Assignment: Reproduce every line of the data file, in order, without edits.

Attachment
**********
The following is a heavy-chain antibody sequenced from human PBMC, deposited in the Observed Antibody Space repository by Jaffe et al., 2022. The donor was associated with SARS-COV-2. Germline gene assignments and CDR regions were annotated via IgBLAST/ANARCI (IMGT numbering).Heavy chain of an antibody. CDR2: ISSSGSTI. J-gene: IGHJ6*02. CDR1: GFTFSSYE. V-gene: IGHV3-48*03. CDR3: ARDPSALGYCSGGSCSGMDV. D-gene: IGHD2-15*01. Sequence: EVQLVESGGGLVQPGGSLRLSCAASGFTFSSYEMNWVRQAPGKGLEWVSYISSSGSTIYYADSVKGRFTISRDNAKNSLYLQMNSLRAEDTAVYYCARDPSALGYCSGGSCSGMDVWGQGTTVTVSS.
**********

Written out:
The following is a heavy-chain antibody sequenced from human PBMC, deposited in the Observed Antibody Space repository by Jaffe et al., 2022. The donor was associated with SARS-COV-2. Germline gene assignments and CDR regions were annotated via IgBLAST/ANARCI (IMGT numbering).Heavy chain of an antibody. CDR2: ISSSGSTI. J-gene: IGHJ6*02. CDR1: GFTFSSYE. V-gene: IGHV3-48*03. CDR3: ARDPSALGYCSGGSCSGMDV. D-gene: IGHD2-15*01. Sequence: EVQLVESGGGLVQPGGSLRLSCAASGFTFSSYEMNWVRQAPGKGLEWVSYISSSGSTIYYADSVKGRFTISRDNAKNSLYLQMNSLRAEDTAVYYCARDPSALGYCSGGSCSGMDVWGQGTTVTVSS.